Coastal GasLink signed agreements with all 20 elected band councils along the pipeline route, including the Wet’suwet’en First Nation’s council. But Wet’suwet’en’s hereditary chiefs are opposed to the project and say the council does not have authority over the relevant land.

There are now growing concerns about the economic costs of the protests, which have shut down rail service across much of eastern Canada as well as parts of B.C. and the Prairies. That has led to calls for the federal government to take stronger action against the protesters.

Shortly after the emergency session in Ottawa, Carolyn Bennett, the federal minister of Crown-Indigenous relations, sat down with her B.C. counterpart, Scott Fraser, where the two agreed to meet with Wet’suwet’en hereditary chiefs to discuss their concerns.

Yet while the federal government appears to be pinning at least part of its hopes on that meeting to resolve the crisis, no date has yet been set.

READ MORE: Amtrak warns of delays as railways from Seattle to B.C. blocked by Wet’suwet’en supporters

—With files from Nicole Thompson in Toronto and Rob Drinkwater in Edmonton

Lee Berthiaume, The Canadian Press


Like us on Facebook and follow us on Twitter.

Coastal GasLink

Get local stories you won't find anywhere else right to your inbox.
Sign up here

Just Posted

Langley heart surgery patient rarely leaves home

James Jepson is especially vulnerable to the novel coronavirus

Thunderbird Show Park cancels Canadian Premier and Odlum Brown BC Open

First cancellation in 47-year history of Langley

VIDEO: Feeding front-line medical responders at Langley Memorial Hospital

When a volleyball championship was cancelled, the teams decided to repurpose the registration fees

VIDEO: Sirens show support for Langley Memorial Hospital staff

Friday drive-past the latest in a province-wide campaign to boost morale at B.C. medical facilities

Smiling 98-year-old inspires new ways to connect at Langley hospital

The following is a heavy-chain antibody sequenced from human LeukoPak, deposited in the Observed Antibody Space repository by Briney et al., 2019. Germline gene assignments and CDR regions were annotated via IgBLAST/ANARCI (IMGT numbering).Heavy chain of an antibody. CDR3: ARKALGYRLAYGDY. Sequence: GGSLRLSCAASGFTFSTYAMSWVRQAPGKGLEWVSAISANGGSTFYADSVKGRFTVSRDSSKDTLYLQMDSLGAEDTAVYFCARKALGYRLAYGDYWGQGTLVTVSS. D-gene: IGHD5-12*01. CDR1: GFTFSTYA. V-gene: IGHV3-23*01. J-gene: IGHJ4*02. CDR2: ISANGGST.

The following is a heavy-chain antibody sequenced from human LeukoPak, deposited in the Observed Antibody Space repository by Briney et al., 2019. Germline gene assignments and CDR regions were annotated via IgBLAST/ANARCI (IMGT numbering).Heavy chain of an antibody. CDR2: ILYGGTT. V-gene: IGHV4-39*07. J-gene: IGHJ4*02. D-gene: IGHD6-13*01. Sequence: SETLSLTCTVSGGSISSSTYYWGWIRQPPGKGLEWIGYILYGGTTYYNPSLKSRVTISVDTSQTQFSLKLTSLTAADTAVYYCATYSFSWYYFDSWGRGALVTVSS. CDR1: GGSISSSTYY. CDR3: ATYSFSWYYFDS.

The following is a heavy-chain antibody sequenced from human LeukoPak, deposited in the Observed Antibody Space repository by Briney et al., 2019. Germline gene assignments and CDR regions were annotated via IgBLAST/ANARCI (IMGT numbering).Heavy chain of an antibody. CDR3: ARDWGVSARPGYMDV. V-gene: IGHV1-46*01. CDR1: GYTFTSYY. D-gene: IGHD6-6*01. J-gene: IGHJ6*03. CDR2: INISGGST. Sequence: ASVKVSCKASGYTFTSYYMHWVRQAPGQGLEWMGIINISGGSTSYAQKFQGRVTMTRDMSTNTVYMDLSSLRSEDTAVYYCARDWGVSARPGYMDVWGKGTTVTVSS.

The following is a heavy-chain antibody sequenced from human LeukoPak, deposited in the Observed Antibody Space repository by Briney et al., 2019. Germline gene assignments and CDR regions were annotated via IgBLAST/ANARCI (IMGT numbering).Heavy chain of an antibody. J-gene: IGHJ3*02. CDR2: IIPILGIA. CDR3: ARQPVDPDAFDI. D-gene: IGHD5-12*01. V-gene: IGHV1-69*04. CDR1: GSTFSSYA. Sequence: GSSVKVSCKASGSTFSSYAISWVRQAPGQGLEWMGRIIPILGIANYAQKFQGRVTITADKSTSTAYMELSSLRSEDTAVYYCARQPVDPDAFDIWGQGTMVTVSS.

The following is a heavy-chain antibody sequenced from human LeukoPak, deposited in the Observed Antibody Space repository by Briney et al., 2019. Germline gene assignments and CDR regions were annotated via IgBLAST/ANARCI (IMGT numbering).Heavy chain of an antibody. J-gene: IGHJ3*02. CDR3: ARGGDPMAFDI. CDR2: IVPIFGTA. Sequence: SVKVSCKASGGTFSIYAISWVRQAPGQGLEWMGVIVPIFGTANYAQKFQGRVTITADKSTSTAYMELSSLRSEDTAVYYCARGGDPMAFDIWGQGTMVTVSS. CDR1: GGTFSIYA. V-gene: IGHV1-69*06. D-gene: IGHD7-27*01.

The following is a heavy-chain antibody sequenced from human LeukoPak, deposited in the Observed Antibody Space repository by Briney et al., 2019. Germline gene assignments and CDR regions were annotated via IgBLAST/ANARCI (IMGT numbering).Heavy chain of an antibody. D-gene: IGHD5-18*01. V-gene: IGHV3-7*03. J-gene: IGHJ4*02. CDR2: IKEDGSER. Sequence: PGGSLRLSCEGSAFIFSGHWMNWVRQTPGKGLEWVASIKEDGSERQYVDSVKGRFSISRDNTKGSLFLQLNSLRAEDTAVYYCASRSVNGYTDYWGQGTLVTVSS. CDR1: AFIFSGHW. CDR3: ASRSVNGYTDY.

Foundation staff liaise between patients and loved-ones who can’t visit due to restrictions

B.C. is seeing the highest rate of COVID-19 recovery in Canada, and there’s a few reasons why

British Columbia was one of the first to see rise in COVID-19 cases, and has also switched up testing

B.C. Ferries passengers staying away, as asked, during COVID-19 pandemic

Ferry corporation says ridership down 70-80 per cent over the last week and a half

Sewers stitch masks to free up supplies for front-line health-care workers

“We have little old ladies sewing up a storm,” said Joan Davis

Experts weigh in on best handling of groceries during COVID-19 pandemic

Study suggests the virus can live for up to 24 hours on cardboard and up to three days on plastic

COVID-19 world update: Enforceable quarantine in NYC?; France orders 1 billion masks

Spain warns EU’s future at stake; New York governor calls Trump’s idea ‘federal declaration of war

Blue ribbons popping up along streets in Abbotsford in praise of B.C. healthcare workers

Healthcare worker’s family starts local trend of morale support

Earth Hour 2020 kicks off online Saturday night

Action moves online due to COVID-19

B.C. COVID-19 cases rise 92 to 884, one more death, 81 in care

Outbreak action underway in 12 long-term care homes

B.C. veterinarians want to smooth the fur of COVID-19-worried pet owners

Vets expect to continue giving your fur buddies the help they need while social distancing

Most Read